State of the market 2019 and outlook for 2020
Mark Wizel, Director Investments CBRE
The year 2019 was marked by the continued transition away from the record property investment sales witnessed in recent years to one reflecting a more cautious investment market, both from buyer and vendor perspectives, and of softening yields.
Factors such as low wages growth, relatively low economic confidence, low affordability of housing, and of course online competition, are all weighing on the retail sector and will continue to impact the market into the new year.
With retail spending down, and even the Federal Government’s tax handout having no noticeable impact, it is clear that consumers are not in a spending frame of mind. In the absence of any significant economic stimulus it is hard to see the situation changing a great deal over the next 12 months.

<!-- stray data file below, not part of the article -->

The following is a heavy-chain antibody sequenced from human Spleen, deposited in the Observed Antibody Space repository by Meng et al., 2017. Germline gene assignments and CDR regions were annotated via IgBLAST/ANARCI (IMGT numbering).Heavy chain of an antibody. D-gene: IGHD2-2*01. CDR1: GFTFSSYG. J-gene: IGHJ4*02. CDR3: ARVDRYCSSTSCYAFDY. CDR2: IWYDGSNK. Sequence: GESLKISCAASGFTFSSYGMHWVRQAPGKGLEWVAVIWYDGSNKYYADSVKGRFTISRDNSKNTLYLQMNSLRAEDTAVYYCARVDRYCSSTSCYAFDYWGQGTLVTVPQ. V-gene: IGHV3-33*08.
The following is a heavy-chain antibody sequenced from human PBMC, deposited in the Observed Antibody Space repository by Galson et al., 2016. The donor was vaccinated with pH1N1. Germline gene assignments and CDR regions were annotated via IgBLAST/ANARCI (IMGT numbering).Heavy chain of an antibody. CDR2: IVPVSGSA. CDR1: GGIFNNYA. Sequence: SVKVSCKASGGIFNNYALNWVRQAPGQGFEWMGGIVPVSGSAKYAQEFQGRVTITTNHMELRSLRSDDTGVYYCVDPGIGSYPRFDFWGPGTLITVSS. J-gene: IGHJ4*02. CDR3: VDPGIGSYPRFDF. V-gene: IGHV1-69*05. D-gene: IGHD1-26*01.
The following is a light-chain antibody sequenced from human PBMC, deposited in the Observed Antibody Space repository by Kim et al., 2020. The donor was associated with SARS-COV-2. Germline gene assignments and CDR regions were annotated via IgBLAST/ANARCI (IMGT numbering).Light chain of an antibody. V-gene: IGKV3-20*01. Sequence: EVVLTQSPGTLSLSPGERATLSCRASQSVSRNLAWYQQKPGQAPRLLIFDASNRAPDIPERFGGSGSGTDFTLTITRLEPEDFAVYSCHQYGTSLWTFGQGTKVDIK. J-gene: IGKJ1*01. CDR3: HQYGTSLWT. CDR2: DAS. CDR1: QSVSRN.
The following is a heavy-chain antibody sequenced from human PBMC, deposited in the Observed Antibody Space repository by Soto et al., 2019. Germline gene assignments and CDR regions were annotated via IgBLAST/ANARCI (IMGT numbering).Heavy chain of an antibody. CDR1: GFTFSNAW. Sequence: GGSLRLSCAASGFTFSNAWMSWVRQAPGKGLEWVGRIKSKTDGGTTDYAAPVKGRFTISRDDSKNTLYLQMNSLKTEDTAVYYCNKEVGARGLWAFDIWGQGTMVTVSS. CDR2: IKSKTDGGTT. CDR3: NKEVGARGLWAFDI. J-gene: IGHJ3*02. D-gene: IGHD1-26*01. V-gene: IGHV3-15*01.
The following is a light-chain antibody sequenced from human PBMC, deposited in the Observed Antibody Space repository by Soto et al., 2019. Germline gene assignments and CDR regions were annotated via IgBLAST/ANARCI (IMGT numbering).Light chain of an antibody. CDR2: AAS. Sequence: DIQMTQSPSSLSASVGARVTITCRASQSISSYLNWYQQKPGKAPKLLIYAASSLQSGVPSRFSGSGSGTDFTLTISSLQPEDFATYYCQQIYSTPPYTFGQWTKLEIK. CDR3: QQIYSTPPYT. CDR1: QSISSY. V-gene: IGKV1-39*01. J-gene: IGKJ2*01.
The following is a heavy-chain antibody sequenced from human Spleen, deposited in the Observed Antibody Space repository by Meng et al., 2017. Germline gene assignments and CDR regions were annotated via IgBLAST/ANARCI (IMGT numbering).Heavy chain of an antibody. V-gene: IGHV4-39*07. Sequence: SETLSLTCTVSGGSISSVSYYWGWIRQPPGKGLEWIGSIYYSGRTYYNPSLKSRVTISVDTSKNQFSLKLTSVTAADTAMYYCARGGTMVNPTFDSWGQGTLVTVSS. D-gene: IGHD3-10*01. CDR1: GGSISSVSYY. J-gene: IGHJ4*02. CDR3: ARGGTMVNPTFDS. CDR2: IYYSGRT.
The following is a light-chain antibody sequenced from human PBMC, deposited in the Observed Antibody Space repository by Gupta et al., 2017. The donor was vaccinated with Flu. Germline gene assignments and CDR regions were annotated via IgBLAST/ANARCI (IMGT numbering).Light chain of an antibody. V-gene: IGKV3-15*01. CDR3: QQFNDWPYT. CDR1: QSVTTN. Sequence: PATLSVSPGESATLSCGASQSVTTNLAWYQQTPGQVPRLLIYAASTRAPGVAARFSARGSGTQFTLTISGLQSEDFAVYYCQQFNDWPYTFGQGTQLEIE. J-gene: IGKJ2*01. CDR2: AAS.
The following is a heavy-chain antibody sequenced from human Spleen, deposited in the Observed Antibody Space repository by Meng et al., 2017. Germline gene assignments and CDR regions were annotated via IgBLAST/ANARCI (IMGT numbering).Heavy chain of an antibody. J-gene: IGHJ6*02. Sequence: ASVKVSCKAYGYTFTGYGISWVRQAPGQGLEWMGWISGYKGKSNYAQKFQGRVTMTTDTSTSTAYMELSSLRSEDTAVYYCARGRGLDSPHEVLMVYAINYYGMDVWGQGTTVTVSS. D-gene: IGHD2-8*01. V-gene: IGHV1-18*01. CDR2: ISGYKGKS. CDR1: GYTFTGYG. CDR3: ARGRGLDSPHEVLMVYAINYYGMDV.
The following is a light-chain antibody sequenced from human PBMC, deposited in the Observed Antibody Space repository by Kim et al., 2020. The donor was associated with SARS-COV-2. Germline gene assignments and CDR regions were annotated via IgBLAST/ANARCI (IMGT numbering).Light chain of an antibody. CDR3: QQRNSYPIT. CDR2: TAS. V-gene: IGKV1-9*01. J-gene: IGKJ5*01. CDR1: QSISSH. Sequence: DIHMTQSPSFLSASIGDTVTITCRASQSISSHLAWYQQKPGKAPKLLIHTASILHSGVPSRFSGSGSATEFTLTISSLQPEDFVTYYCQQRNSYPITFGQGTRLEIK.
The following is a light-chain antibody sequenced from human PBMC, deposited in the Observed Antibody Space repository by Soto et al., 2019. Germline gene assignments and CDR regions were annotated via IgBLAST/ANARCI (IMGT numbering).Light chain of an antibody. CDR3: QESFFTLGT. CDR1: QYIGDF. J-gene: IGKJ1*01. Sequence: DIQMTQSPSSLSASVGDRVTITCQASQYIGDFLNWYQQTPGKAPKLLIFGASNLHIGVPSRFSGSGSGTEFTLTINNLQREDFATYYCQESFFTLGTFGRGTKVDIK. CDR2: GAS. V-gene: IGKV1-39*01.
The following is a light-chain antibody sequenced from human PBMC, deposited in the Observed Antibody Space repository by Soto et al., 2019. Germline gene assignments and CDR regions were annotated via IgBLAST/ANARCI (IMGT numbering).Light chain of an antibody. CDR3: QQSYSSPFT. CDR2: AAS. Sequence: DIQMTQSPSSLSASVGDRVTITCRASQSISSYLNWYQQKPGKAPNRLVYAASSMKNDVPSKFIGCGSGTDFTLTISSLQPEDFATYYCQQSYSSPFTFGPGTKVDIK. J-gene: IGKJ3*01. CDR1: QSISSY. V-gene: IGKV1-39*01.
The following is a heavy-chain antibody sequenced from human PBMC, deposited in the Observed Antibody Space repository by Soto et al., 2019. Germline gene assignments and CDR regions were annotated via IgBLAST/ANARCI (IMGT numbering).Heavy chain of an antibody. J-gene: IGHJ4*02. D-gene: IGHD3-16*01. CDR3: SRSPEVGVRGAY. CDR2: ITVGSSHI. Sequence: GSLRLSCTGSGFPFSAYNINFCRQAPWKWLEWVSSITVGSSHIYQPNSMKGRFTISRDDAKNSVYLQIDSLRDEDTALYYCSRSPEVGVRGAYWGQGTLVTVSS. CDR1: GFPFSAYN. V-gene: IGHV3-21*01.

Where growth is likely to come from is off-shore. I have no doubt that a significant amount of money will flow into Australian property from Asia, and Hong Kong, and to a lesser degree Singapore, will be a prominent player.
Domestic investors will also be looking for somewhere to park their cash. Should equity and bond markets continue to offer volatility and low yields, then property becomes the investment of choice. We are already seeing that and we will see more of it in 2020.
Another factor which may come into play is the coming US Presidential Election in November 2020.